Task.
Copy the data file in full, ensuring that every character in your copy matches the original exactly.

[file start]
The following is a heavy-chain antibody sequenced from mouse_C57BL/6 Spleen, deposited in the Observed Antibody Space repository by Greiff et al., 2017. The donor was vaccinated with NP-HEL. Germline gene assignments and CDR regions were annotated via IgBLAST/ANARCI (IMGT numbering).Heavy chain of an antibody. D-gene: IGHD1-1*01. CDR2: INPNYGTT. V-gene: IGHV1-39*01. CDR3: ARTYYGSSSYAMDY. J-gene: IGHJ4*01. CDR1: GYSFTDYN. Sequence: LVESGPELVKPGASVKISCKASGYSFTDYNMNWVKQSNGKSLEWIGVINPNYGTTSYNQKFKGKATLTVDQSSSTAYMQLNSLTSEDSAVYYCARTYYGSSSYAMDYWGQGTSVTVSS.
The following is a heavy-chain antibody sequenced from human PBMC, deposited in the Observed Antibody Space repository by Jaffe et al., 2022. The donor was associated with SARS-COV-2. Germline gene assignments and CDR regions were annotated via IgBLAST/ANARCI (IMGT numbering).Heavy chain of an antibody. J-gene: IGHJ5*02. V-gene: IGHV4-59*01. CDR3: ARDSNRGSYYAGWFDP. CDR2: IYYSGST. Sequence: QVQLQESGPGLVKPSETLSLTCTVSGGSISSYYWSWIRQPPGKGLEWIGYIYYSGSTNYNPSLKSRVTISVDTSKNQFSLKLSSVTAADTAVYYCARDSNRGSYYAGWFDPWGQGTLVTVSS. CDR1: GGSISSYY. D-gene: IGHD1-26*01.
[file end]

The following is a heavy-chain antibody sequenced from mouse_C57BL/6 Spleen, deposited in the Observed Antibody Space repository by Greiff et al., 2017. The donor was vaccinated with NP-HEL. Germline gene assignments and CDR regions were annotated via IgBLAST/ANARCI (IMGT numbering).Heavy chain of an antibody. D-gene: IGHD1-1*01. CDR2: INPNYGTT. V-gene: IGHV1-39*01. CDR3: ARTYYGSSSYAMDY. J-gene: IGHJ4*01. CDR1: GYSFTDYN. Sequence: LVESGPELVKPGASVKISCKASGYSFTDYNMNWVKQSNGKSLEWIGVINPNYGTTSYNQKFKGKATLTVDQSSSTAYMQLNSLTSEDSAVYYCARTYYGSSSYAMDYWGQGTSVTVSS.
The following is a heavy-chain antibody sequenced from human PBMC, deposited in the Observed Antibody Space repository by Jaffe et al., 2022. The donor was associated with SARS-COV-2. Germline gene assignments and CDR regions were annotated via IgBLAST/ANARCI (IMGT numbering).Heavy chain of an antibody. J-gene: IGHJ5*02. V-gene: IGHV4-59*01. CDR3: ARDSNRGSYYAGWFDP. CDR2: IYYSGST. Sequence: QVQLQESGPGLVKPSETLSLTCTVSGGSISSYYWSWIRQPPGKGLEWIGYIYYSGSTNYNPSLKSRVTISVDTSKNQFSLKLSSVTAADTAVYYCARDSNRGSYYAGWFDPWGQGTLVTVSS. CDR1: GGSISSYY. D-gene: IGHD1-26*01.